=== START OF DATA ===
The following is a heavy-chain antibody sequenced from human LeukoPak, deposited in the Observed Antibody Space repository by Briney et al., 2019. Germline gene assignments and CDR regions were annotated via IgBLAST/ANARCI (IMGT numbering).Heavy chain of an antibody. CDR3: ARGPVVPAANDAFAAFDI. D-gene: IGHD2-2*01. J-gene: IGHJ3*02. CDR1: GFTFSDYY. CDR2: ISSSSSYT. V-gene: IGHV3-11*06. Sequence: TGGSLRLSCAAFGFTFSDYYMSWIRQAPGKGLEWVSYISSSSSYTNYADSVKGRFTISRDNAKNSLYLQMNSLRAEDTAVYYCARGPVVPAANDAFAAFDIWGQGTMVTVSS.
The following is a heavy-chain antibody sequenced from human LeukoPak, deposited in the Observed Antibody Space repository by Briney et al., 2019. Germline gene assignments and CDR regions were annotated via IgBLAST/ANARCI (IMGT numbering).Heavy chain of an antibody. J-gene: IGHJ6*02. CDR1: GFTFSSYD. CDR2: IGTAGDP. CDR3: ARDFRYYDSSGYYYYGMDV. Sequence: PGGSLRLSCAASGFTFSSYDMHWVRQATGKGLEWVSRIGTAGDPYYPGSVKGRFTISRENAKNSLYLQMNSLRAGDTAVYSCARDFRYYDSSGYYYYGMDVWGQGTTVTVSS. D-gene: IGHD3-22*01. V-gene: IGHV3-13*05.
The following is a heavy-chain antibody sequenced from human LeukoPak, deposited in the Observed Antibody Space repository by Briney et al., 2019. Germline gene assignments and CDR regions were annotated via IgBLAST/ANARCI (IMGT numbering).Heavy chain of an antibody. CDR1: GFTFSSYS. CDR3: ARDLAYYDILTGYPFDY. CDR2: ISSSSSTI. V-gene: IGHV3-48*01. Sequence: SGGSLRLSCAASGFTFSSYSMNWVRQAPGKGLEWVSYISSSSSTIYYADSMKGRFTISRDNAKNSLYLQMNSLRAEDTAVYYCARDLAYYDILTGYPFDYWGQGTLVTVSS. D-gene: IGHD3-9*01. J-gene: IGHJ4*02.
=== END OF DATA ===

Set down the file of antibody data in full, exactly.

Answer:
The following is a heavy-chain antibody sequenced from human LeukoPak, deposited in the Observed Antibody Space repository by Briney et al., 2019. Germline gene assignments and CDR regions were annotated via IgBLAST/ANARCI (IMGT numbering).Heavy chain of an antibody. CDR3: ARGPVVPAANDAFAAFDI. D-gene: IGHD2-2*01. J-gene: IGHJ3*02. CDR1: GFTFSDYY. CDR2: ISSSSSYT. V-gene: IGHV3-11*06. Sequence: TGGSLRLSCAAFGFTFSDYYMSWIRQAPGKGLEWVSYISSSSSYTNYADSVKGRFTISRDNAKNSLYLQMNSLRAEDTAVYYCARGPVVPAANDAFAAFDIWGQGTMVTVSS.
The following is a heavy-chain antibody sequenced from human LeukoPak, deposited in the Observed Antibody Space repository by Briney et al., 2019. Germline gene assignments and CDR regions were annotated via IgBLAST/ANARCI (IMGT numbering).Heavy chain of an antibody. J-gene: IGHJ6*02. CDR1: GFTFSSYD. CDR2: IGTAGDP. CDR3: ARDFRYYDSSGYYYYGMDV. Sequence: PGGSLRLSCAASGFTFSSYDMHWVRQATGKGLEWVSRIGTAGDPYYPGSVKGRFTISRENAKNSLYLQMNSLRAGDTAVYSCARDFRYYDSSGYYYYGMDVWGQGTTVTVSS. D-gene: IGHD3-22*01. V-gene: IGHV3-13*05.
The following is a heavy-chain antibody sequenced from human LeukoPak, deposited in the Observed Antibody Space repository by Briney et al., 2019. Germline gene assignments and CDR regions were annotated via IgBLAST/ANARCI (IMGT numbering).Heavy chain of an antibody. CDR1: GFTFSSYS. CDR3: ARDLAYYDILTGYPFDY. CDR2: ISSSSSTI. V-gene: IGHV3-48*01. Sequence: SGGSLRLSCAASGFTFSSYSMNWVRQAPGKGLEWVSYISSSSSTIYYADSMKGRFTISRDNAKNSLYLQMNSLRAEDTAVYYCARDLAYYDILTGYPFDYWGQGTLVTVSS. D-gene: IGHD3-9*01. J-gene: IGHJ4*02.